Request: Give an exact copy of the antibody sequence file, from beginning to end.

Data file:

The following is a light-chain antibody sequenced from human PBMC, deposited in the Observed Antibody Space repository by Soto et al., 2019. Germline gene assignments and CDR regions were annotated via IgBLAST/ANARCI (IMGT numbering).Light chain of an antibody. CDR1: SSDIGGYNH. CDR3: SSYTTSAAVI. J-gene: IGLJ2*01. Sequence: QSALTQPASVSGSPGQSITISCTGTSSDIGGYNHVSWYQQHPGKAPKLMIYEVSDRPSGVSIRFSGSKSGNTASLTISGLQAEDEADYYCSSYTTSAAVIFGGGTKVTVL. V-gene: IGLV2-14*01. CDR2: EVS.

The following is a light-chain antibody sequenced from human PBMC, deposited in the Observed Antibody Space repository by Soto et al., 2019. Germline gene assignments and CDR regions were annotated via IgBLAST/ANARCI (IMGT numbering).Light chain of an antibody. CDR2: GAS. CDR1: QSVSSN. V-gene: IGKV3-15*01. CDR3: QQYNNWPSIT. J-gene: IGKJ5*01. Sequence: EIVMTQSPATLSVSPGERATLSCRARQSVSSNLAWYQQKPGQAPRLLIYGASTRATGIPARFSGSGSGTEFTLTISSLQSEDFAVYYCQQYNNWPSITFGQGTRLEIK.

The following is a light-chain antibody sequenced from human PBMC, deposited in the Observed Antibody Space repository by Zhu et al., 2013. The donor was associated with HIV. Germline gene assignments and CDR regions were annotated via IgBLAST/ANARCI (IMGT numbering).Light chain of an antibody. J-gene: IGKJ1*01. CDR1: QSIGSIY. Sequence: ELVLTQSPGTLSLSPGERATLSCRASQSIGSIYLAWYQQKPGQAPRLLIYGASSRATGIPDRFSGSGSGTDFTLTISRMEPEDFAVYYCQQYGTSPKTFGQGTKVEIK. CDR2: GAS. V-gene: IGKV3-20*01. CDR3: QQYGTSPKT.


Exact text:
The following is a light-chain antibody sequenced from human PBMC, deposited in the Observed Antibody Space repository by Soto et al., 2019. Germline gene assignments and CDR regions were annotated via IgBLAST/ANARCI (IMGT numbering).Light chain of an antibody. CDR1: SSDIGGYNH. CDR3: SSYTTSAAVI. J-gene: IGLJ2*01. Sequence: QSALTQPASVSGSPGQSITISCTGTSSDIGGYNHVSWYQQHPGKAPKLMIYEVSDRPSGVSIRFSGSKSGNTASLTISGLQAEDEADYYCSSYTTSAAVIFGGGTKVTVL. V-gene: IGLV2-14*01. CDR2: EVS.

The following is a light-chain antibody sequenced from human PBMC, deposited in the Observed Antibody Space repository by Soto et al., 2019. Germline gene assignments and CDR regions were annotated via IgBLAST/ANARCI (IMGT numbering).Light chain of an antibody. CDR2: GAS. CDR1: QSVSSN. V-gene: IGKV3-15*01. CDR3: QQYNNWPSIT. J-gene: IGKJ5*01. Sequence: EIVMTQSPATLSVSPGERATLSCRARQSVSSNLAWYQQKPGQAPRLLIYGASTRATGIPARFSGSGSGTEFTLTISSLQSEDFAVYYCQQYNNWPSITFGQGTRLEIK.

The following is a light-chain antibody sequenced from human PBMC, deposited in the Observed Antibody Space repository by Zhu et al., 2013. The donor was associated with HIV. Germline gene assignments and CDR regions were annotated via IgBLAST/ANARCI (IMGT numbering).Light chain of an antibody. J-gene: IGKJ1*01. CDR1: QSIGSIY. Sequence: ELVLTQSPGTLSLSPGERATLSCRASQSIGSIYLAWYQQKPGQAPRLLIYGASSRATGIPDRFSGSGSGTDFTLTISRMEPEDFAVYYCQQYGTSPKTFGQGTKVEIK. CDR2: GAS. V-gene: IGKV3-20*01. CDR3: QQYGTSPKT.